Sting vs Lord Steven Regal – WCW The Great American Bash 1996

Sting vs Lord Steven Regal

06/16/1996

Baltimore Arena, Baltimore, Maryland, United States

(reviewed 05/26/2019) Kinda loved this for being one of the gayest matches I’ve ever seen. As with so many wrestling matches, this one starts with accusations of queerness:

‘Straighten you out’ indeed. It’s been a weird year for the Stinger thus far. His longtime on-again, off-again boyfriend Lex Luger returned to WCW late in 1995 and since then he’s been running around, cheating behind Sting’s back. I don’t mean cheating on Sting, no no no, I just mean cheating to win their tag title matches. At the same time Sting’s undergone something of a transformation, trading in his signature bleached blonde crew top for a darker, far more butch haircut along with new rainbow-colored tights and pink boots. Seems that the man’s trying to hide something in pointing the finger so loudly at someone else.

Regal, in response to all this, turns up his aristocratic effeteness. Between socking him in the mouth and twisting his limbs around this way and that, Regal spends the entire match dancing around and twiddling his fingers in mockery of Sting’s claims. Before long it becomes a regular habit for him, something he does in most every one of his matches. In his attempt to deny the accusations of a perceived threat, he becomes that which he denies, a pompous, prissy young man flouncing around the ring.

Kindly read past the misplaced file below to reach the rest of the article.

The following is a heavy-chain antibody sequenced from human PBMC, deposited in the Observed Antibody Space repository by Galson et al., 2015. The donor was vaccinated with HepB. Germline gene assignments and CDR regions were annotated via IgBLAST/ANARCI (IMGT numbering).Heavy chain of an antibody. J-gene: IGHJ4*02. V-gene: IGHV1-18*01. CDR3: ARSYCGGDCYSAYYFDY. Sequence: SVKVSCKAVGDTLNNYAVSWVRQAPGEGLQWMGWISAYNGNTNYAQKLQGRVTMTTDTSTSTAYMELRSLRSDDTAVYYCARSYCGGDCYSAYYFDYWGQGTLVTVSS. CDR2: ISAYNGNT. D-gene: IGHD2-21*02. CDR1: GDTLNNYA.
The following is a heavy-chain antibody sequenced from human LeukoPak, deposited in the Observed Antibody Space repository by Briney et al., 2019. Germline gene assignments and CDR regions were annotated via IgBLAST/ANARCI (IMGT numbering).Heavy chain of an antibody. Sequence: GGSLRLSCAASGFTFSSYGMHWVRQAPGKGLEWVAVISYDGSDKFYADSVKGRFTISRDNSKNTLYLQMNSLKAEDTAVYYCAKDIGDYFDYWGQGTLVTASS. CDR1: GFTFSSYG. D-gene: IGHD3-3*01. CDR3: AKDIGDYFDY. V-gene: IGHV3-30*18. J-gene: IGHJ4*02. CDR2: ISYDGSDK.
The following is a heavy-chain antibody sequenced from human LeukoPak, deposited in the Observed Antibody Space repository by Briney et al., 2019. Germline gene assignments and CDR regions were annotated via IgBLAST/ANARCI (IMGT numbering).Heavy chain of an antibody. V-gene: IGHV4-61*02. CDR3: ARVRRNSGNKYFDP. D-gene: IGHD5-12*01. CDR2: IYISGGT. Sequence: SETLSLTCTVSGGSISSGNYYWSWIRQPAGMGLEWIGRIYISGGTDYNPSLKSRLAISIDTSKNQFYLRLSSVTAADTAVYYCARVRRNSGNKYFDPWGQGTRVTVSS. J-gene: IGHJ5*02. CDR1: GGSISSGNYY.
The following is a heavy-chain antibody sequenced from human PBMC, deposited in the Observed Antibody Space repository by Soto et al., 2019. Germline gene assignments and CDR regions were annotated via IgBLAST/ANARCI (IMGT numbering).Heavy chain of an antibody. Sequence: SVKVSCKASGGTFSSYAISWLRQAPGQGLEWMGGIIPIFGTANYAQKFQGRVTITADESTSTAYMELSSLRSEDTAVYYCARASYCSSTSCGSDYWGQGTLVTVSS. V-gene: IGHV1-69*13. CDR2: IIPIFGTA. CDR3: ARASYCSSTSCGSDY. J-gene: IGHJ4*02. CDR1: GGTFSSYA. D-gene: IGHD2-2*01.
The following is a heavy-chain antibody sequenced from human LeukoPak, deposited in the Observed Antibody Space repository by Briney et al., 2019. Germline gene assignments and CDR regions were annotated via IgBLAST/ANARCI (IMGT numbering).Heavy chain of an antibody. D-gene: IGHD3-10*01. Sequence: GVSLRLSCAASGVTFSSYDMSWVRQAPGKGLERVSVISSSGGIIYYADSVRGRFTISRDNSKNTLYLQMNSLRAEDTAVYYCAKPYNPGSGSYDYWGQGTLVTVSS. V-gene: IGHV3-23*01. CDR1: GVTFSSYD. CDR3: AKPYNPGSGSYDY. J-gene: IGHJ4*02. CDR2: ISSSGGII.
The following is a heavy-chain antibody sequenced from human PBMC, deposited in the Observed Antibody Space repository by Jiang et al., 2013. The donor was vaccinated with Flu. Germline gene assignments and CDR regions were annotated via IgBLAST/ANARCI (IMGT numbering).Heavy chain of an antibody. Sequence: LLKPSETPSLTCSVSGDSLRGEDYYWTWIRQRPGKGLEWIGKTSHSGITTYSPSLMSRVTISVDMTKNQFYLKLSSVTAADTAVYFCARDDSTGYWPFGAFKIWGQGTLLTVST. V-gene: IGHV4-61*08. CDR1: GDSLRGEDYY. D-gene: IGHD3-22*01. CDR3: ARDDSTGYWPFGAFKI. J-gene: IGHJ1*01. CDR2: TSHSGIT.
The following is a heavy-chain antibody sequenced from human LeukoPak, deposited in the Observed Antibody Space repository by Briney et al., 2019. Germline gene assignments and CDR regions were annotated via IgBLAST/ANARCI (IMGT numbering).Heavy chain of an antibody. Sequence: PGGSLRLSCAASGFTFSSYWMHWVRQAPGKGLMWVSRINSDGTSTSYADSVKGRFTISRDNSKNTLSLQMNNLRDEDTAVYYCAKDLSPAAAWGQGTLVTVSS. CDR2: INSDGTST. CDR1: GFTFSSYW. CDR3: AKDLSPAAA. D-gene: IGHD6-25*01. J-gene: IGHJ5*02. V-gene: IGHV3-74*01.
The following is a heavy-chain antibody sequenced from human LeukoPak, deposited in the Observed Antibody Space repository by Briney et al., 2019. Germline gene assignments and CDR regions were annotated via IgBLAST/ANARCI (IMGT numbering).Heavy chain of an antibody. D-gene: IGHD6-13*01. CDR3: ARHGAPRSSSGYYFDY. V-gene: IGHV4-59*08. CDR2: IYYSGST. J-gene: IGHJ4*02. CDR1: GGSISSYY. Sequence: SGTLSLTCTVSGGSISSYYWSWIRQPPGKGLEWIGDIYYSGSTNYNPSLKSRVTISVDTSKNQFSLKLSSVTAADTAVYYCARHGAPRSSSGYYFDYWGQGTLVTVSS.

These are clearly the actions of two deeply closeted gay men, which makes their combat all the more interesting to me. In addition to being a great babyface and a great heel, they are individuals adrift on the wind, unable to plant their feet and declare how they feel in a time so dangerous as the mid 90s. They feel a surge of energy in brushing up against a like-minded loner but don’t have the ability to make their feelings understood. Instead they lash out, equally terrified and tantalized, a heartbreaking story older than time itself. In the end it is their signature submission holds that bring them closest to true happiness: each man turns the other on his stomach and mounts them, drawing them in close with practiced precision. Sting’s Scorpion Death Lock finds the victory but neither man walks away having won anything.

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